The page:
The US studies on going back to light carriers? You need almost the same number of sailors of all varieties to run a smaller ship with fewer planes than it takes to run a giant ship with lotsa room for planes. So.. well.. big carriers. With the correct mix of aircraft (we are missing a few modern versions of past aircraft - no long-range air defense/strike, no loiter patrol, no general do-it-well multipurpose aircraft.) Yes, we can suddenly field a whole fleet of STOL carriers like no one else has seen, but STOL doesn't bring the thunder like dedicated 'normal' take off and landing carrier craft can.

    Let us hope we can continue to improve, and fix past mistakes, and actually get our aircraft and our ships up to proper readiness levels.

    1. The fate of the carrier is still being debated in this country. I think we need them, the big deck type. STOL/VTOL? Nope, doesn't cut it.

  6. Carrier ops are the one GREAT challenge.

    While I have done many traps in a flight sim, that can be stressful, but doing an actual trap on a live carrier in less than optimum conditions just leaves me cold to the bone. Never done it and I am unsure if I ever actually want to :-).

    To those that do BZ gentlemen, my respect and admiration for Naval Aviation knows NO bounds :-).

  7. So, scary stuff it is, and BZ (well done) to those who do it.

    Lex had some excellent seat cushion sucking accounts of night landing in Rhythms. Need to post a link for that.

    Now, all that is from the pilot perspective, so it their story and that's how THEY tell it. I bet some of your kinfolk might be able to share the perspective of being along for the ride, and not able to drive from their seat. Guess the GIB (guy/gal in back) has to have a lot of trust in the bus driver. Wonder if there are some they rather not fly with?

    I once got to go out and back on a C1A COD way back when. Great adventure, and I was too young and dumb to realize the risks. Lack of window seats was annoying. ;-)
    John Blackshoe

    1. There are some that backseaters would rather not fly with, word does get around. (The old adage of "never fly with someone braver than yourself" holds true.)

      One of my daughter's first traps with the Gypsies, she was busying herself in the backseat doing WSO stuff when her pilot asked her if she was paying attention...

      The WSO: "Why? I'm not flying. I trust you."

      Pilot: "What if I get disoriented and am about to fly us into the back of the ship?"

      She says she paid rapt attention after that.

  8. It's hard, but I myself have seen Air Force pilots and even Frenchmen do it. It still boggles my mind a bit that when they ran short of FAA pilots, the Brits just said, "Right, you Mustaches are hitting the boat." Mind you, that was with Phantoms and and Buccaneers and landing on carriers not quite up to 27-Charlie class! It's a learned and perishable skill.

    Where to put the line between safety and "train like you fight" is a hard but good question. The line is always moving. We don't presently have any near-peer competition, so the line moved toward safety a couple of generations ago. I suspect that most of today's crews would blanch at the way we operated during the cold war. If the need arose, it could be done today, but there would be a price. It's actually a good question for joe sixpack civilian to think about. What exactly is the threat, how much do you want to mitigate the threat, and what are you willing to pay in taxpayer dollars and ape-lizards?

    Great post!

    1. That's the bottom line right there - "what are you willing to pay in taxpayer dollars and ape-lizards?"

      Joe Sixpack needs to remember just how much responsibility he/she has for where that money goes and what is done in OUR name.

    2. In our failed attempt at stopping the growth of Communism in the sixties and seventies, more than several USAF guys figured out how to do approach end traps en-route home, without training of any substantial kind. Battle damage usually the primary cause for the in-flight re-brief. Espirit d'corps and fear helped in the learning curve. The former helped me the most.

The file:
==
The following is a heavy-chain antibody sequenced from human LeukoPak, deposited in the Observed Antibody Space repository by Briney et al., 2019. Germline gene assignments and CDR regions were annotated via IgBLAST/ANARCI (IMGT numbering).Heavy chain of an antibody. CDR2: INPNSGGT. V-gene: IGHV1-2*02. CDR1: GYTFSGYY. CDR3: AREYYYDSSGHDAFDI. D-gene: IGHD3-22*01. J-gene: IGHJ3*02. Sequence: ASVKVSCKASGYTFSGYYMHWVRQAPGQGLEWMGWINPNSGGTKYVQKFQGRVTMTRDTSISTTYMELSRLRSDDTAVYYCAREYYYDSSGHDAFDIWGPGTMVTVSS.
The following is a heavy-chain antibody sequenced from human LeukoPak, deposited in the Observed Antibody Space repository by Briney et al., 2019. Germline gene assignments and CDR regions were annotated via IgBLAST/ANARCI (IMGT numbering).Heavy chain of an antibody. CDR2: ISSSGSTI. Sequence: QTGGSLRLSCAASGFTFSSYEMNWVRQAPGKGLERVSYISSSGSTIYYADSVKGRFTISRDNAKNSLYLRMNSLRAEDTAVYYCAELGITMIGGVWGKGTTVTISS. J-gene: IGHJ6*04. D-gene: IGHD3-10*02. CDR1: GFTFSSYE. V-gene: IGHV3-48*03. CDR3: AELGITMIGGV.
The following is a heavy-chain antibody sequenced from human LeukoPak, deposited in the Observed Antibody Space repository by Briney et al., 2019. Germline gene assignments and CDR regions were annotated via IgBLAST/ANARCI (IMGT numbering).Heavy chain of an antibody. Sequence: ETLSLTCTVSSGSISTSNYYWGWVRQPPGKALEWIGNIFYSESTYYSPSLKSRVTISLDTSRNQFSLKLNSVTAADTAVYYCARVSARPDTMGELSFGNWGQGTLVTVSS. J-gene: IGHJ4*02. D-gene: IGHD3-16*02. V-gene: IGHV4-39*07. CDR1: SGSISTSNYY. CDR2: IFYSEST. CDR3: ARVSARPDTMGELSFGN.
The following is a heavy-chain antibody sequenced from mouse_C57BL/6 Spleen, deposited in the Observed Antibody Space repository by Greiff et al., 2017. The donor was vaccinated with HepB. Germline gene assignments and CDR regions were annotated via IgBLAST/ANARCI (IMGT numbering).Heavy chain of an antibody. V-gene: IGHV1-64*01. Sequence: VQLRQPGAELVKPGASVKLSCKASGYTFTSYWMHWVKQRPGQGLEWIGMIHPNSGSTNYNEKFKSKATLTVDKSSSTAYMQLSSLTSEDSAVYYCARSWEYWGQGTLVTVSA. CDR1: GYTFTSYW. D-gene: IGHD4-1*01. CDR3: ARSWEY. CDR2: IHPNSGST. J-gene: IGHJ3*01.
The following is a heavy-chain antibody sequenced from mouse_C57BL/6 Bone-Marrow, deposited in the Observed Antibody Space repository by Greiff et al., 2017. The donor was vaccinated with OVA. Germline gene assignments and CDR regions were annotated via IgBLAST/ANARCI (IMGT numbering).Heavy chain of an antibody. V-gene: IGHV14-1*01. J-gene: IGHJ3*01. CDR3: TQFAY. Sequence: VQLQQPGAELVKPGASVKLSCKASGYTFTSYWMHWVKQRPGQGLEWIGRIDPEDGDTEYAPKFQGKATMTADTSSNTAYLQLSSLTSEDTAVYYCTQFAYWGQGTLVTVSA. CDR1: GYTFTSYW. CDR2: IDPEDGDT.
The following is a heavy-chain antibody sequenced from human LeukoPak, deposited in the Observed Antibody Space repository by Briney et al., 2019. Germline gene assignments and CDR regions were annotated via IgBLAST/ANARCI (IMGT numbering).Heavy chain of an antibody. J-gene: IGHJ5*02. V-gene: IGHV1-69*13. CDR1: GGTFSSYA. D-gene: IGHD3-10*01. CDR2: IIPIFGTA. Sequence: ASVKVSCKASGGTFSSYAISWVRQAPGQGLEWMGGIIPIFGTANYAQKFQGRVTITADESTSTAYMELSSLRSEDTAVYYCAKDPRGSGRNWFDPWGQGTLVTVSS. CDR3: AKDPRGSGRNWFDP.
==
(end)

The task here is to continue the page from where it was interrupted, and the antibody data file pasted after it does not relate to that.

3. I've seen an approach end trap on Okinawa, an F-4 with some sort of maintenance issue had to use the cable, or the ejection seats.

      They did just fine.

    4. I've done a few Barrier Grab Landings, 2 approach end and a couple of departure ends. Most were in the F-4, including both approach ends. One of the departure ends was in the Eagle at Kwanju. Had a string of Eagles behind me on radar approach, so I delayed checking my brakes a bit, to facilitate clearing the runway. Not a wise move. The gods of aviation decided at that moment to cause my brakes to fail. Didn't have time to try any of the alternates, just slammed the hook down. It missed the departure end normal barrier by an inch. Caught the one in the overrun, I forget the nomenclature, but it's the one attached to an anchor chain. Stopped me pretty fast. It's always embarrassing to be towed back to the revetment.

      I'm sure the engagements on a carrier are a bit more abrupt than an approach engagement on land. It was a bit jarring, but not anything to write home about.

      As to the choice option you propose in the last comment. I choose the former every time, given the choice.

    5. As to your last, yes indeed. Easier on the back and the taxpayer gets to keep the jet in operation.

  9. Readers might find this study on CV ops of interest:
    The Self-Designing High-Reliability Organization: Aircraft Carrier Flight Operations at Sea by Gene I. Rochlin, Todd R. La Porte, and Karlene H. Roberts

  10. (Don McCollor)…(Found It)… [20 minutes]...Marine aviator Rand McNally taking a barrier trap at night on USS Ranger...Don't know who sounds calmer, the LSO or the pilot. A long wait -then the plane is just right there!!!...

  11. Landing on a carrier is a (barely) controlled crash at best! It's amazing how much punishment the aircraft takes.

    And the final lines from "The Bridges at Toko Ri" always come to mind....Where Do We Find Such men?

  12. Thanks OldAFSarge, that picture is beautiful in its own way. I have a few thousand hours in those beasts both high and low. I think they will be around till past the middle if not till the end of this century.

    1. I think the C-130 will outlive us all!

    2. When the last C-47 is delivered to a museum somewhere, the crew will probably get a ride home in a C-130.